(The red bits in the sauce are saffron.)

While it is cooking, roast the cauliflower at 400F in the oven.  I toss it in some olive oil and Creole seasoning first.  DO NOT roast cauliflower in GladWare.  Use a sheet pan.  This is what it looks like after it has been cooked and portioned into the GladWare.

Portion the cauliflower and chick peas into freezer pans.  You can also freeze this sauce by itself or add some chopped cooked chicken.  It’s nice to freeze it by itself so you can add leftover bits and bobs to it on a busy night.  I use zip lock bags, stack them in a pan until they are frozen and then move the frozen flat bags to a freezer shelf.

Portion the sauce over each pan.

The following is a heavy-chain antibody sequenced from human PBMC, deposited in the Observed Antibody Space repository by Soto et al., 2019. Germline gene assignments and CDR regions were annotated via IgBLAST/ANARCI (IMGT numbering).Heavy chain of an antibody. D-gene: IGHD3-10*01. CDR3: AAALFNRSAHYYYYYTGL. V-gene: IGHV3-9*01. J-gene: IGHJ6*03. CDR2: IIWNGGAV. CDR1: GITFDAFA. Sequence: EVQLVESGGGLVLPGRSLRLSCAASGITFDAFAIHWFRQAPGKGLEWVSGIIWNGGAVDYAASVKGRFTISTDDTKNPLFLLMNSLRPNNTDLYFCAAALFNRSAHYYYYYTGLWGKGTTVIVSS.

Or just toss it together if you are going to serve it right away.  Mr. U. really likes green peas in this.  I don’t freeze them in the sauce because then they’ll get lost and possibly lose color.  I add them, frozen, when I reheat the sauce and it makes for a very pretty dish.

My cousin’s husband said this sounded good but wondered if you could add different things to it instead, like instead of the cauliflower and chick peas!

Serve with a fun group of condiments if you like.  This is how we served it at Susannah’s, but with a good curry powder and the right add-ins, I don’t find I need the condiments any more.  It is fun to serve it with the condiments, though, and I even got my picky brother-in-law to eat it that way.  Pictured are:  cilantro, scallion, peanuts, dates, raisins, chutney and toasted coconut.